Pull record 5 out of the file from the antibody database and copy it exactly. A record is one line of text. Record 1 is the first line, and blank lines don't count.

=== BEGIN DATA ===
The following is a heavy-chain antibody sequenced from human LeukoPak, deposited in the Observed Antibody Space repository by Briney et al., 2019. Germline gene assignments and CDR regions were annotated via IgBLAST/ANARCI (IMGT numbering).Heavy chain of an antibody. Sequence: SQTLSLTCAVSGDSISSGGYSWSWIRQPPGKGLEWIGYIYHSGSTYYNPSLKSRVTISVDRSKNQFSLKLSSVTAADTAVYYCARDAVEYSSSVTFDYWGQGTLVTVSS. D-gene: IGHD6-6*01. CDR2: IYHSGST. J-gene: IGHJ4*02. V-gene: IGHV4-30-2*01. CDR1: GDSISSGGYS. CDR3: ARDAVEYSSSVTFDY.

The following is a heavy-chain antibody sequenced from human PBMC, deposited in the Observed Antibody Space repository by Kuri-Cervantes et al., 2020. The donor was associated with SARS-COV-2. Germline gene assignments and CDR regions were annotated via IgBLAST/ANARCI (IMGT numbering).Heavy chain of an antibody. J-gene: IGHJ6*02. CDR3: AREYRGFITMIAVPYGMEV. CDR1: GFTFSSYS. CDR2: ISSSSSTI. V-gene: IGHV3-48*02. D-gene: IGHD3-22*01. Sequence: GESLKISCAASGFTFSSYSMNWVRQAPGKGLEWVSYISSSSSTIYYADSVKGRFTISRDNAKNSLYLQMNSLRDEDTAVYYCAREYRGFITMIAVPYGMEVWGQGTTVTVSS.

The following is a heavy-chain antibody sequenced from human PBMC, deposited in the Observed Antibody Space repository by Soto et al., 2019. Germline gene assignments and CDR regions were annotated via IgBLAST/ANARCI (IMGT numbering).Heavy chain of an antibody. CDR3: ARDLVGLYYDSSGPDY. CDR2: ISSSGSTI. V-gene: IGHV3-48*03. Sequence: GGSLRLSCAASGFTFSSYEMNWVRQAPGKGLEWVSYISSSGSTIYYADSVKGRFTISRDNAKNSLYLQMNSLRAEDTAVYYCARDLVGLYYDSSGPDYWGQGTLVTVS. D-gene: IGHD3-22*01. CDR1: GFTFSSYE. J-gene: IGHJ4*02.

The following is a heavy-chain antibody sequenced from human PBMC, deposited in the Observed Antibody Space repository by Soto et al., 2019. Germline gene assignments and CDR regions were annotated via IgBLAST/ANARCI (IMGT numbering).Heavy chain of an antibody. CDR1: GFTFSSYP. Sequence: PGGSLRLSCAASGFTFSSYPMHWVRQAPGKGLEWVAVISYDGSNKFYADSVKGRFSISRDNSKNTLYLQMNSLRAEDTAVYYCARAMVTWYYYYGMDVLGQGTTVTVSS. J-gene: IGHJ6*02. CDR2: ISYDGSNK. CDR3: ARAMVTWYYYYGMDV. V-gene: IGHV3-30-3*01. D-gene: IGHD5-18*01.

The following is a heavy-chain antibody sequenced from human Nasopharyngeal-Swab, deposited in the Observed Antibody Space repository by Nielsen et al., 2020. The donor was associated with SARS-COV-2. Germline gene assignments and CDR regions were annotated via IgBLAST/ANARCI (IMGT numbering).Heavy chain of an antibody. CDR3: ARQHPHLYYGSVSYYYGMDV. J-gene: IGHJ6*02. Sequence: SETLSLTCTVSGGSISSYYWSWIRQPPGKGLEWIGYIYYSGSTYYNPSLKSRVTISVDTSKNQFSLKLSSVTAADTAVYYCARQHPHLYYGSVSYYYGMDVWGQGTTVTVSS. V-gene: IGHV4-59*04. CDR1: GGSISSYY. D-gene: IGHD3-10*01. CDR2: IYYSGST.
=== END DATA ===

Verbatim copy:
The following is a heavy-chain antibody sequenced from human Nasopharyngeal-Swab, deposited in the Observed Antibody Space repository by Nielsen et al., 2020. The donor was associated with SARS-COV-2. Germline gene assignments and CDR regions were annotated via IgBLAST/ANARCI (IMGT numbering).Heavy chain of an antibody. CDR3: ARQHPHLYYGSVSYYYGMDV. J-gene: IGHJ6*02. Sequence: SETLSLTCTVSGGSISSYYWSWIRQPPGKGLEWIGYIYYSGSTYYNPSLKSRVTISVDTSKNQFSLKLSSVTAADTAVYYCARQHPHLYYGSVSYYYGMDVWGQGTTVTVSS. V-gene: IGHV4-59*04. CDR1: GGSISSYY. D-gene: IGHD3-10*01. CDR2: IYYSGST.